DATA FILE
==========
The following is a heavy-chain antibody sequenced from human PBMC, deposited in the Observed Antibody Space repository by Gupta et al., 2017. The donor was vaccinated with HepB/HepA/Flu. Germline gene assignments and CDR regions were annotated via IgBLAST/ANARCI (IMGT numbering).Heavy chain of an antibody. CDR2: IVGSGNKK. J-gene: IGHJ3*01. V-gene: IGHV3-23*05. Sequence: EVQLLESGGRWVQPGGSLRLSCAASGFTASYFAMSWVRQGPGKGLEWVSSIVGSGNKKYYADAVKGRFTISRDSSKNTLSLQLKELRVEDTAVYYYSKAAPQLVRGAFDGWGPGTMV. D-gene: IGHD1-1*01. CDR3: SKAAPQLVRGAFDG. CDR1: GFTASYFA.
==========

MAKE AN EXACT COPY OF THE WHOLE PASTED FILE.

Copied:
The following is a heavy-chain antibody sequenced from human PBMC, deposited in the Observed Antibody Space repository by Gupta et al., 2017. The donor was vaccinated with HepB/HepA/Flu. Germline gene assignments and CDR regions were annotated via IgBLAST/ANARCI (IMGT numbering).Heavy chain of an antibody. CDR2: IVGSGNKK. J-gene: IGHJ3*01. V-gene: IGHV3-23*05. Sequence: EVQLLESGGRWVQPGGSLRLSCAASGFTASYFAMSWVRQGPGKGLEWVSSIVGSGNKKYYADAVKGRFTISRDSSKNTLSLQLKELRVEDTAVYYYSKAAPQLVRGAFDGWGPGTMV. D-gene: IGHD1-1*01. CDR3: SKAAPQLVRGAFDG. CDR1: GFTASYFA.